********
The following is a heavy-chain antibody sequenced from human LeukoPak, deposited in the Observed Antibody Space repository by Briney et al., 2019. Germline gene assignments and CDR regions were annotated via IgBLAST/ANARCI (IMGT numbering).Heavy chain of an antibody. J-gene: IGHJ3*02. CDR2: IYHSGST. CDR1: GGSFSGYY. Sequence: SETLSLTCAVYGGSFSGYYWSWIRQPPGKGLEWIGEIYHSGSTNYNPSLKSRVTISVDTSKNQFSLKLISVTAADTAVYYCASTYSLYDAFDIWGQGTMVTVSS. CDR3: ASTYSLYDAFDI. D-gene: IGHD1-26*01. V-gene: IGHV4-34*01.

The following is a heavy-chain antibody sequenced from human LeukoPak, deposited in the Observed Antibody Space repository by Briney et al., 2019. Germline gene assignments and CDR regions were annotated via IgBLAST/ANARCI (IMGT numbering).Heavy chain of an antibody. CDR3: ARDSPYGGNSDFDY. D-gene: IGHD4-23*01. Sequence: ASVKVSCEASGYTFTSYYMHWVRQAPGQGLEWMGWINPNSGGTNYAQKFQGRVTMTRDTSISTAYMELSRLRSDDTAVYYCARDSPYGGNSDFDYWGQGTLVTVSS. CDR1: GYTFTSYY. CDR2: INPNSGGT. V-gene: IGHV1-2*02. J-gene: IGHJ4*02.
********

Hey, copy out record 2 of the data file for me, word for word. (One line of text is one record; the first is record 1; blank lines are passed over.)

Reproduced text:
The following is a heavy-chain antibody sequenced from human LeukoPak, deposited in the Observed Antibody Space repository by Briney et al., 2019. Germline gene assignments and CDR regions were annotated via IgBLAST/ANARCI (IMGT numbering).Heavy chain of an antibody. CDR3: ARDSPYGGNSDFDY. D-gene: IGHD4-23*01. Sequence: ASVKVSCEASGYTFTSYYMHWVRQAPGQGLEWMGWINPNSGGTNYAQKFQGRVTMTRDTSISTAYMELSRLRSDDTAVYYCARDSPYGGNSDFDYWGQGTLVTVSS. CDR1: GYTFTSYY. CDR2: INPNSGGT. V-gene: IGHV1-2*02. J-gene: IGHJ4*02.